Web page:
A Decongestant in Cold Medicines Doesn’t Work at All

cold medication

A Food and Drug Administration advisory panel agreed Tuesday that a common decongestant ingredient used in over-the-counter cold medications is ineffective.

The committee’s vote coincided with a possible decision by the agency to ban the key ingredient phenylephrine, which would disappear from hundreds of products.

Well, the F.D.A. In ordering its removal, a trade group warned that some popular products, including the cold and flu drugs Tylenol, Mucinex and Benadryl, could be seen as a race to reform by the companies.

Government officials often follow advisory board recommendations, but not always, and it can take months to make a final decision. And the consequences may be delayed in replacing the product or removing part of the stock from the stores.

panic or throw

In the meantime, experts have advised users to panic or throw away all the medicine. Although the company’s consultants found that taking the ingredient phenylephrine orally does not cause nasal congestion, it is not dangerous and the product contains other ingredients to relieve cold symptoms.

The panel’s vote on Monday and Tuesday came after a review of several existing studies, with consultants largely concluding that the research showed the drug was ineffective and better than a placebo.

Several consultants reported that patients receiving medication delayed access to supportive care.

“I think we have clearly better options in the prescribing area to help our patients and research has not confirmed that this drug is effective,” said committee chairwoman Maria Coyle. ” Associate Professor of Women and Pharmacy. The Ohio State University.

pharmacist at the University

“If you are constipated and you take this medicine, you will still be constipated,” says the doctor. McCullough. Leslie Handels, a pharmacist at the University of Florida in Gainesville, and colleagues submitted an application to the FDA. The drug was supposed to be taken off the market in 2007.

Millions of Americans are exposed to these drugs each flu and flu season, some for decades. More than 250 products with $1.8 billion in sales last year were affected by the parasite, according to agency filings.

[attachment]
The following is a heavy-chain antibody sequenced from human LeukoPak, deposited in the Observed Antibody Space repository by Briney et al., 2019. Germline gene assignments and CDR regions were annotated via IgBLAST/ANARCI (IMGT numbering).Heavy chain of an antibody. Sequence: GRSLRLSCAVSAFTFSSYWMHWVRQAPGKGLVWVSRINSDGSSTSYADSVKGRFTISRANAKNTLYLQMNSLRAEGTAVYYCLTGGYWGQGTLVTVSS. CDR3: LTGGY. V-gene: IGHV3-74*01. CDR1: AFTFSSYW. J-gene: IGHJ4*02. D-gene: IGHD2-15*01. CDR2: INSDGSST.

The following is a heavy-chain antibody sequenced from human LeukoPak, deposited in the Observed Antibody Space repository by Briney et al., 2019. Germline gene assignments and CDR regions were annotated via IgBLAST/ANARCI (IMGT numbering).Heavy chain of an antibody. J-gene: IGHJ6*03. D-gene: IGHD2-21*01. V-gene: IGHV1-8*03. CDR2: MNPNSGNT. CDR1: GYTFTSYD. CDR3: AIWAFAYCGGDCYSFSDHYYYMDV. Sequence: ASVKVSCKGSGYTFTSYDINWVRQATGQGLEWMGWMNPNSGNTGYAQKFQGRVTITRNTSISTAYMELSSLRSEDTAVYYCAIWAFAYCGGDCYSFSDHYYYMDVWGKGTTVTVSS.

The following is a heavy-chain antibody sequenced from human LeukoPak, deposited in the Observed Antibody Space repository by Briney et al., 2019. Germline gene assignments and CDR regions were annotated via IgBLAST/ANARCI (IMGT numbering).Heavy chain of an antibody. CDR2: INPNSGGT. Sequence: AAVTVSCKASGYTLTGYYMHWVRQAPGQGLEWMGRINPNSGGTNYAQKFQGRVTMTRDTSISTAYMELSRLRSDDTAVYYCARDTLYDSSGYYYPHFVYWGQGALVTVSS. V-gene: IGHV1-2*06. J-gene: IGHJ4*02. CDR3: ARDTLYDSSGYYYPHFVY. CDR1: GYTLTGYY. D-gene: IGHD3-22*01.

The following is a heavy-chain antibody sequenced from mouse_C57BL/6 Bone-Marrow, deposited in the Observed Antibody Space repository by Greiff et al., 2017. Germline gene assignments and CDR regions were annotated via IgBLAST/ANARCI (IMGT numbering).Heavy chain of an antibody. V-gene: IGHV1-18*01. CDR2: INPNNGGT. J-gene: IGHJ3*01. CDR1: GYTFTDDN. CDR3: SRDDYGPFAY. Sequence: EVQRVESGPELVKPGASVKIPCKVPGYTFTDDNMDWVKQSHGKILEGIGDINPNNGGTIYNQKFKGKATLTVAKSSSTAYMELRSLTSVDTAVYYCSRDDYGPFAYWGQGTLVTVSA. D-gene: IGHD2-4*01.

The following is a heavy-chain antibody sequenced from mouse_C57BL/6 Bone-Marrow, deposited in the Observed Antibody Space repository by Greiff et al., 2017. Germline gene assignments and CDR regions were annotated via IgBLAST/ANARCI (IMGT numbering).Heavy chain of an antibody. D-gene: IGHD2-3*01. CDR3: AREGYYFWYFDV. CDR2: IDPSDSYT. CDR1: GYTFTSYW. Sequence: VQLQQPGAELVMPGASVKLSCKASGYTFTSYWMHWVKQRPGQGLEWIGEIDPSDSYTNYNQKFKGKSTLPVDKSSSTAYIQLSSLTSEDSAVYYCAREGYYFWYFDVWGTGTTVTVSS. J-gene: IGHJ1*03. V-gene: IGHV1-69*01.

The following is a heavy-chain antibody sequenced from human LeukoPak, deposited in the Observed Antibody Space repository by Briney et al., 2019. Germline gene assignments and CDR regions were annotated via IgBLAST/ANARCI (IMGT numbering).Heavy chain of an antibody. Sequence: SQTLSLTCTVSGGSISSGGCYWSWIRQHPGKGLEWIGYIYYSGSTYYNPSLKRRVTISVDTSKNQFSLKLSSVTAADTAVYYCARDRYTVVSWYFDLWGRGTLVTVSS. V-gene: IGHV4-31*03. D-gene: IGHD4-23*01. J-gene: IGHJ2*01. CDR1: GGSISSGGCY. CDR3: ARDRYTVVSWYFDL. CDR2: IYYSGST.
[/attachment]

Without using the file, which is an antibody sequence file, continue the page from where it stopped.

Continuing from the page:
There are two main over-the-counter medications: phenylephrine and pseudoephedrine.

According to the agency’s conservative standards, phenylephrine, which constricts blood vessels in the nose, has long been safe and effective, and the F.D.A. They still say it’s safe.

Nasal sprays with this material are still considered safe, even when used in surgery or to treat cataracts. Nasal sprays with another ingredient, oxymetazoline, can also fight nasal congestion.

Other antihistamines include oral pseudoephedrine with herbs or allergens, nasal sprays such as Flonase, and nasal sprays and oral pseudoephedrine.

Many popular cold and flu medications that do not specifically treat constipation do not contain this ingredient.

If the agency decides to pull the plug on the drug, it could seriously damage the cold medicine market if it doesn’t have enough time to develop a popular product.

It can even recycle the new, banned pseudoephedrine hidden behind stores that is often found in illegal meth labs.

Therefore, purchasing pseudoephedrine products can be a long and complicated process. Although a prescription is not required, they are kept away from pharmacists. The number of drugs that can be purchased at one time is limited and users must be at least 18 years old and have identification.

There are also side effects associated with pseudoephedrine, which can increase blood pressure and cause anxiety and depression. Handle (handle).

The matter goes forward with the FDA. accepted for decades

Current professor Dr. Handels said in an interview Tuesday that he has been thinking about art since 1993.

“The bottom line is that good research tells the real story about phenylephrine,” he said.

Potential benefits of using pesticides for workers include avoiding unnecessary costs or delaying treatment with “unnecessary pesticide exposure,” according to the agency.

Although there are no known health risks associated with taking cold medications containing phenylephrine, clients who are uncomfortable with one dose should not try different doses in the hope of short-term relief. Experts warn that large amounts of other substances can be dangerous.

The Healthcare Products Association, which represents companies that make over-the-counter drugs, released a statement Tuesday with the panel’s recommendations, saying the substance is safe and effective. Avoiding these items would have the “unintended negative effect” of referring patients to doctors and nurses for problems they may or may not be able to treat themselves, the association said.

“In short, limiting choice and access to these drugs will burden consumers and America’s already strained health care system,” said Marcia D. Howard. . Its articles

It may take some time for the change to be announced.

But the governor has already set a precedent by stating that its content is irrelevant. But now the F.D.A. The management will consider the comments and recommendations of its expert panel before preparing the final decision.

The FDA has acted. The agency can also give pharmacies a limited time to change product ingredients if necessary.

Leave a Comment